Any person who believes “You can’t keep a good woman down” has never experienced foot surgery as I did recently. Not only was I down most of the time, but when I was upright, I was fully reliant on a knee scooter or an aircast, which made me feel like Bigfoot.

Foot surgery was not a choice, but a necessity. After years of uncomfortable bunions, I noticed the bunion on my right foot pushing a toe up, limiting my ability to walk without pain. After consulting with a podiatrist who advised surgery “sooner rather than later,” I decided to have surgery during my monthlong Christmas break.

Although I had been told the recovery was 8-12 weeks, I had no idea how inactive and limited I would be.

After the surgery and four days of not walking, I was told by my doctor, “I want you to do nothing for two weeks.” Due to my lack of ambition, hearing this made my day – or weeks. But then I could hear my father saying, “If you do any less, you’ll stop.”

To have some holiday joy since I would be home alone, I held an ongoing Open House. I had decorated, shopped and baked before surgery, so my friends were free to drop by. Although I wondered if maybe no one would show up, I had 13 visits.

For five weeks I was unable to drive, so I was glad I had stocked up on books and movies. Naps were also good although I wish I had a Victorian fainting couch.


Unlike the Fitbit followers who revel in the number of steps they get in each day, I found creative ways to limit mine.

I became good friends with Otto’s Pizza Read St. delivery, ASAP taxi, and Hannaford’s “To Go,” Westbrook.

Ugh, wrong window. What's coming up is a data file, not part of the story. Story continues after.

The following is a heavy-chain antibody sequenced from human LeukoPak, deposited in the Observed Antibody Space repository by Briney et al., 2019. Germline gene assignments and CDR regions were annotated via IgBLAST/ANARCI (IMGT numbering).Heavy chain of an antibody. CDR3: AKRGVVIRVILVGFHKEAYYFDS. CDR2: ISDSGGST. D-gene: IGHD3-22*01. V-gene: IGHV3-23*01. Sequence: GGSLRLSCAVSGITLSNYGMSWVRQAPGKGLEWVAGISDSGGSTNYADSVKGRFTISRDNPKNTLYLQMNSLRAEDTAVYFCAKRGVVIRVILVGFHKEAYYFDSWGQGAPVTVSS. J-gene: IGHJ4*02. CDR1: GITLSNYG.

Besides taking me to surgery, my neighbor and friend Jen helped me in many ways – doing errands, making Christmas dinner and keeping me company. Another neighbor moved my car in snowstorms.

Five weeks after surgery I was back at work but in an aircast. And after 10 weeks I could walk in sneakers. But soon I noticed I was in pain and my second toe, which had also had surgery, was preventing me from walking correctly.

Twelve weeks after the first, I had a second surgery. “A little bump in the road,” my friend Sally, ever practical, said. Actually no, it was a bump in the toe.

So here I am on my March vacation, a staycation for sure. I wonder if I will ever see sandals again.

“You’re a warrior,” a student had called me, “for coming back to work with that cast on.”

But whether I can fight this battle again when’s it time for my left foot’s surgery remains to be seen.

Only subscribers are eligible to post comments. Please subscribe or login first for digital access. Here’s why.

Use the form below to reset your password. When you've submitted your account email, we will send an email with a reset code.